1. Introduction 2. Engaging Hybrid Security Governance 3. Transnationalised Business Spaces in a Postcolonial World 4. Practicing Hybrid Security: Multinational Companies and Hybrid Security Practices, post-1995 5. Understanding Hybrid Security Practices: Transnational Meaning Systems, post-1995 6. Companies, Security Governance and Change: Practicing Transnational Meaning Systems, 1890s-1920s 7. Conclusion
Jana Hoenke is a Lecturer in International Relations at the University of Edinburgh. She is also a senior research associate with the Collaborative Research Centre SFB 700 at Freie Universitat Berlin.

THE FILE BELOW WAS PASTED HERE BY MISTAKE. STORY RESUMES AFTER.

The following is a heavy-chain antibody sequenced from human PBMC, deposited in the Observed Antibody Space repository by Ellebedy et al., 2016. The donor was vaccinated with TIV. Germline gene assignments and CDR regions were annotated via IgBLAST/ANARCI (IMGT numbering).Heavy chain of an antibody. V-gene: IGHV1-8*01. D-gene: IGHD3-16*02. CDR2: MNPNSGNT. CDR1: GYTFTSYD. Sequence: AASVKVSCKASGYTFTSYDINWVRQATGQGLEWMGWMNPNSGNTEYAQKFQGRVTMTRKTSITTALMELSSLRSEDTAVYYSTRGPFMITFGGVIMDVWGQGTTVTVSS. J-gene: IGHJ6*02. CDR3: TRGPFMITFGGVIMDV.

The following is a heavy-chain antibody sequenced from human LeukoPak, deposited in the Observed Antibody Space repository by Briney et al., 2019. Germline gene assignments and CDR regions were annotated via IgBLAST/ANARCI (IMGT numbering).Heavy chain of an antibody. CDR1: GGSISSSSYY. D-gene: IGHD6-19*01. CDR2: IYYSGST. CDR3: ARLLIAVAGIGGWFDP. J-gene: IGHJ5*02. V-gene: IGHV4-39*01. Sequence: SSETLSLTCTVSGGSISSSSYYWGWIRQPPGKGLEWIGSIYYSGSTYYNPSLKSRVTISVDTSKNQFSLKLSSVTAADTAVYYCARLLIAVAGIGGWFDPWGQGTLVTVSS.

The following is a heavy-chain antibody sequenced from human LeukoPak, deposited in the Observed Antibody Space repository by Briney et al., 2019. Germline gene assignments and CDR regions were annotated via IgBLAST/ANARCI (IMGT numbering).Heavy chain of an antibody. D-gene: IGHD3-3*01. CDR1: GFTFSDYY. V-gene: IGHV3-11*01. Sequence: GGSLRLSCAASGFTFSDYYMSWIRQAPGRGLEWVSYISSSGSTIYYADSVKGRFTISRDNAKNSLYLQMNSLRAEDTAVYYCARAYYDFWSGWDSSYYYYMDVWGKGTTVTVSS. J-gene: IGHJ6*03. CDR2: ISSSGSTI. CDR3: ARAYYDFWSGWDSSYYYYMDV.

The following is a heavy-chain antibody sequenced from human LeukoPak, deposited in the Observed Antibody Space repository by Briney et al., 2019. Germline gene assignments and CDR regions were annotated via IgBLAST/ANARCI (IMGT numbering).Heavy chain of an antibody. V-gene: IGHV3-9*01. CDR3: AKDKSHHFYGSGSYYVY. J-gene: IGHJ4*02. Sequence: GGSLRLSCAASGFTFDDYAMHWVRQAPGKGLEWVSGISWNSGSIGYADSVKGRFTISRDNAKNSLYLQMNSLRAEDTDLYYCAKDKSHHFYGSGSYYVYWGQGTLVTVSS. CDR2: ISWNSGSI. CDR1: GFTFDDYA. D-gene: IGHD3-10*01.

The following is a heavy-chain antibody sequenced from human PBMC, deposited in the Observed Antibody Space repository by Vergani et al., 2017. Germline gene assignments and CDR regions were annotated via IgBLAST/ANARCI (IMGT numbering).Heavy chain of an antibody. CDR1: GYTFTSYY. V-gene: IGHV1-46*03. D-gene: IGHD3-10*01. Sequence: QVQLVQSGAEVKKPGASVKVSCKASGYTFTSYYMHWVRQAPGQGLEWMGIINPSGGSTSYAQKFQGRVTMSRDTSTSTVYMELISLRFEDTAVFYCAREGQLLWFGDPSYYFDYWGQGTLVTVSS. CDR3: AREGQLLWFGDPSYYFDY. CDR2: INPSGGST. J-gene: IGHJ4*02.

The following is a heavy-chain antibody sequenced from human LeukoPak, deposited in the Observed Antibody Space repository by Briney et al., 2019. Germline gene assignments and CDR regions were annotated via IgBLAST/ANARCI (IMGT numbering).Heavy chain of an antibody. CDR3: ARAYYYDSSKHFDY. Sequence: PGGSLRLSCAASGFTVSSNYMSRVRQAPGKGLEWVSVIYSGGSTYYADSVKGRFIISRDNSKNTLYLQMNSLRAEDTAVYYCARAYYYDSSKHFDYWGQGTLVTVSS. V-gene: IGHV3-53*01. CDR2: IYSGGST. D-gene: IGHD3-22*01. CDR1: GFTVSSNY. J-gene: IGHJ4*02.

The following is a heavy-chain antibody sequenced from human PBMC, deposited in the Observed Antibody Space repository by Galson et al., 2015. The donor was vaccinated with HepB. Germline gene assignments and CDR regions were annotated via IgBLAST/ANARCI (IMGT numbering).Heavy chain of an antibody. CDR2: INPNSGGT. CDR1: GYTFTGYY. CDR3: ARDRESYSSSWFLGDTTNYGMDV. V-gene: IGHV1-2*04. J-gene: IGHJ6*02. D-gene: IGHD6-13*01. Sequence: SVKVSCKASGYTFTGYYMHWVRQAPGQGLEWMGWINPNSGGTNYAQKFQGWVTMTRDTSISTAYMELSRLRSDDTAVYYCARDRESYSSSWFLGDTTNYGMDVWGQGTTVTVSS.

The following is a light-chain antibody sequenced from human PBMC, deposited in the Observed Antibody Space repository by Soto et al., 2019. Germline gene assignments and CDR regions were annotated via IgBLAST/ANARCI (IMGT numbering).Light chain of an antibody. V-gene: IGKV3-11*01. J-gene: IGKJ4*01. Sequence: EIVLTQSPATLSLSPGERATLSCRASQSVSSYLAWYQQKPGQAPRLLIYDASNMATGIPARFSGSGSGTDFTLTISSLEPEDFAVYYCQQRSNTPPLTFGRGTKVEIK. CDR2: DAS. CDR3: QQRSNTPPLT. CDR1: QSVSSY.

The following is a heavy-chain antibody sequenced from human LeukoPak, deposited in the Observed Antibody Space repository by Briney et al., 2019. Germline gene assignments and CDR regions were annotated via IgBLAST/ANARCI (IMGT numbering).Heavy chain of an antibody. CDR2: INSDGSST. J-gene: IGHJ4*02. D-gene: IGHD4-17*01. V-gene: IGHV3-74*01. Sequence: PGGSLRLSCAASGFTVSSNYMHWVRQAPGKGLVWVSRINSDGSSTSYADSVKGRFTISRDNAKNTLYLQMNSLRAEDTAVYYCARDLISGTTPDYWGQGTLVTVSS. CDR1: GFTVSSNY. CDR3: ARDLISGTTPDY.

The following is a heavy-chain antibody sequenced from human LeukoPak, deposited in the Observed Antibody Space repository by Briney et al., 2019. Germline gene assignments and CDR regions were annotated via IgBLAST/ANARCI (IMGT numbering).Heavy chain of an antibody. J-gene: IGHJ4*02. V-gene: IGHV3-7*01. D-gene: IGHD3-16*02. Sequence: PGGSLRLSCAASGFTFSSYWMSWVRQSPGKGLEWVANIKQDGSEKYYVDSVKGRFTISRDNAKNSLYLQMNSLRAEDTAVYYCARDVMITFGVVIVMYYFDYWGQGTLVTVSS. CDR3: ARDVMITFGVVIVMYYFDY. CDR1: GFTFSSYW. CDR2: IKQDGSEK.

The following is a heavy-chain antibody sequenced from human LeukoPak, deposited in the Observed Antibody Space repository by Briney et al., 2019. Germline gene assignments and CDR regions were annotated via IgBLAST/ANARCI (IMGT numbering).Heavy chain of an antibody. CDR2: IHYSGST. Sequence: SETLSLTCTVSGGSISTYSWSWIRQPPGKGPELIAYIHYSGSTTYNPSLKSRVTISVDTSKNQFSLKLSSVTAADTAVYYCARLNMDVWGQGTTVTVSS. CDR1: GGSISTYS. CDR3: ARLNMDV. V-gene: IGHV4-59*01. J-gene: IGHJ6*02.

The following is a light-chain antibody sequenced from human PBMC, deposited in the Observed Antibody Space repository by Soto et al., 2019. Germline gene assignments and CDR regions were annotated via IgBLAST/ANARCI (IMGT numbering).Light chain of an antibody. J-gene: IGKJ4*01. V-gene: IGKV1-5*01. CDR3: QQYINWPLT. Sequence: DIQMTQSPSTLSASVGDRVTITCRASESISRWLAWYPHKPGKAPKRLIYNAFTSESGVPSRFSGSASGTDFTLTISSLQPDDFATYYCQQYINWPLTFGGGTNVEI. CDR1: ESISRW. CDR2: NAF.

"The unique strength of Hoenke's argument lies, perhaps paradoxically, in refusing to attribute to multinational corporations a straightforward role in local security governance in contexts of weak statehood. Showing how local security managers combine different globally circulating security discourses and translate them into hybrid local security strategies renders corporations more 'real' (one could say more 'human') than studies that grant seemingly unified global discourses unlimited power over local practices. This means that her nuanced analysis of the security practices of mining companies helps to dispel many prevailing myths, and is therefore a must-read for scholars who wish to understand the complexity of the role of multinational corporations in contemporary sub-Saharan Africa. Furthermore, the careful interdisciplinary heuristic analytical framework that Hoenke applies to her case studies makes this book more generally of interest to anyone concerned with studying contemporary governance beyond the state in terms of the interrelations between global discourses and local practices." - Peer Schouten. School of Global Studies, University of Gothenburg